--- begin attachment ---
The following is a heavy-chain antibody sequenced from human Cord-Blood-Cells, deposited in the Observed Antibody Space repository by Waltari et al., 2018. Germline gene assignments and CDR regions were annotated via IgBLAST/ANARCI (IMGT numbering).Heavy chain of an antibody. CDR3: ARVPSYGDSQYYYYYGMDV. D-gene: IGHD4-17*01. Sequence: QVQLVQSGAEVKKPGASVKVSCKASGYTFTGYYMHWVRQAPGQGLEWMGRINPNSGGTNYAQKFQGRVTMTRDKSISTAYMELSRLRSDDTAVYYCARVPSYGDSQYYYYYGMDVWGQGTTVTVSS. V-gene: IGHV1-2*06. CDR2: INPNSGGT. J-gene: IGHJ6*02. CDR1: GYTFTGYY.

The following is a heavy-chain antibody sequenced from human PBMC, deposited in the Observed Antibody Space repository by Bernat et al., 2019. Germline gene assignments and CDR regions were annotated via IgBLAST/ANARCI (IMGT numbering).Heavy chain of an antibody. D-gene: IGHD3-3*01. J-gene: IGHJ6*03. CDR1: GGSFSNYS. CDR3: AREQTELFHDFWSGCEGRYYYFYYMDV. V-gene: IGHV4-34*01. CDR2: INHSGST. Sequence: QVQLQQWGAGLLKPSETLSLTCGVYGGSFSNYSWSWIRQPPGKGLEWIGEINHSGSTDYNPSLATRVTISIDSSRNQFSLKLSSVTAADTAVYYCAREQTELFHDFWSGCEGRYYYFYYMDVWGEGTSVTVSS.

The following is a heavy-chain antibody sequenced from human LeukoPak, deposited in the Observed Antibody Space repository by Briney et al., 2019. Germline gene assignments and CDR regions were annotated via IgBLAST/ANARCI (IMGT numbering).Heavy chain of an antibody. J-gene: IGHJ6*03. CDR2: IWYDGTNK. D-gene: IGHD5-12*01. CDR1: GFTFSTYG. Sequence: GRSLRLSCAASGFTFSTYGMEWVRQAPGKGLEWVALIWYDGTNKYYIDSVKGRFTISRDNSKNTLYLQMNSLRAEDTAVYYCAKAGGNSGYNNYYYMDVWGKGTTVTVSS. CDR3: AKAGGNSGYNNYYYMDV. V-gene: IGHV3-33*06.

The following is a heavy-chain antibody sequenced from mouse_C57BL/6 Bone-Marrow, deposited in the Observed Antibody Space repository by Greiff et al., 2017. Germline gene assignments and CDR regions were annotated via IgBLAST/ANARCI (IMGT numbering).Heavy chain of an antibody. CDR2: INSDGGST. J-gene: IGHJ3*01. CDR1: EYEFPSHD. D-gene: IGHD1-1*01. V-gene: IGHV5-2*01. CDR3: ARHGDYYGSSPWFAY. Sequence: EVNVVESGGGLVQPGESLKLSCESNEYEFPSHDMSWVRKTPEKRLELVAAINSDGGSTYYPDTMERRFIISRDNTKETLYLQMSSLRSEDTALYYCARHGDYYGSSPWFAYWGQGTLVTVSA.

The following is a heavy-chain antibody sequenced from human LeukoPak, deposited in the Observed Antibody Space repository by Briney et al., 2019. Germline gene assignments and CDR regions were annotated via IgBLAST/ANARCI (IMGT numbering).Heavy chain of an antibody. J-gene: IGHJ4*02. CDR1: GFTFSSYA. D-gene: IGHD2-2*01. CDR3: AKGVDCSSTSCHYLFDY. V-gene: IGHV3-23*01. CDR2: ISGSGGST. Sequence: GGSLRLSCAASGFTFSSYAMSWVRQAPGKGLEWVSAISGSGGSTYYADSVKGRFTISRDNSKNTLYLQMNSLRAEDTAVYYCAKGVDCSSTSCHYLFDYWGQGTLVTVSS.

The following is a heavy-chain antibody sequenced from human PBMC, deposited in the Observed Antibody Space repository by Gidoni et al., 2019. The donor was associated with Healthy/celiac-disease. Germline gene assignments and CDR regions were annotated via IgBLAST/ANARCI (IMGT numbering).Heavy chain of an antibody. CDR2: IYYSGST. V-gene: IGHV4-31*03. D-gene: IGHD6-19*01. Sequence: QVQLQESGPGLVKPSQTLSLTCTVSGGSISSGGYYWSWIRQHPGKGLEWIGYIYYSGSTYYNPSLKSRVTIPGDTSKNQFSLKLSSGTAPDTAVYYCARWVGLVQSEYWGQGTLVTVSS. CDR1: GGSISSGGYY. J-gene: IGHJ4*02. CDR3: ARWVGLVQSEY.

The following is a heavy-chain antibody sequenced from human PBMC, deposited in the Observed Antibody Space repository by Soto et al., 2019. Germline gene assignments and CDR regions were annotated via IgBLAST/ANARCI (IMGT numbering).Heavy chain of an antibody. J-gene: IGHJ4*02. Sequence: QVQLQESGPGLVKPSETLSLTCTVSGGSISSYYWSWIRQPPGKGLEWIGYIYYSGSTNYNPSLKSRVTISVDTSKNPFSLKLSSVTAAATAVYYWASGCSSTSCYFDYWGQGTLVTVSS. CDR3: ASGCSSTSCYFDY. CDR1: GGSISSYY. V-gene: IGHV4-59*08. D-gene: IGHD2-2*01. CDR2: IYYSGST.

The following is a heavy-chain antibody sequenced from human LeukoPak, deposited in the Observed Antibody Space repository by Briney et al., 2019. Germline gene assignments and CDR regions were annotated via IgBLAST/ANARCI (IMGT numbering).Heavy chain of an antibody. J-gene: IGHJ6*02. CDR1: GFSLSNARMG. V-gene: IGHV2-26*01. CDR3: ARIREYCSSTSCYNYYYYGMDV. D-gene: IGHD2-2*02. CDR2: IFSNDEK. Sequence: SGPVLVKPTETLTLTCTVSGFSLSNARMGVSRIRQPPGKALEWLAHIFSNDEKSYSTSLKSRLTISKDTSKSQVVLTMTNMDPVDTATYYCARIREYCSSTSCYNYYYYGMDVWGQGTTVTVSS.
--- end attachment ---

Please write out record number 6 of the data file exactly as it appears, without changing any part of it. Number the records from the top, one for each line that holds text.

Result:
The following is a heavy-chain antibody sequenced from human PBMC, deposited in the Observed Antibody Space repository by Gidoni et al., 2019. The donor was associated with Healthy/celiac-disease. Germline gene assignments and CDR regions were annotated via IgBLAST/ANARCI (IMGT numbering).Heavy chain of an antibody. CDR2: IYYSGST. V-gene: IGHV4-31*03. D-gene: IGHD6-19*01. Sequence: QVQLQESGPGLVKPSQTLSLTCTVSGGSISSGGYYWSWIRQHPGKGLEWIGYIYYSGSTYYNPSLKSRVTIPGDTSKNQFSLKLSSGTAPDTAVYYCARWVGLVQSEYWGQGTLVTVSS. CDR1: GGSISSGGYY. J-gene: IGHJ4*02. CDR3: ARWVGLVQSEY.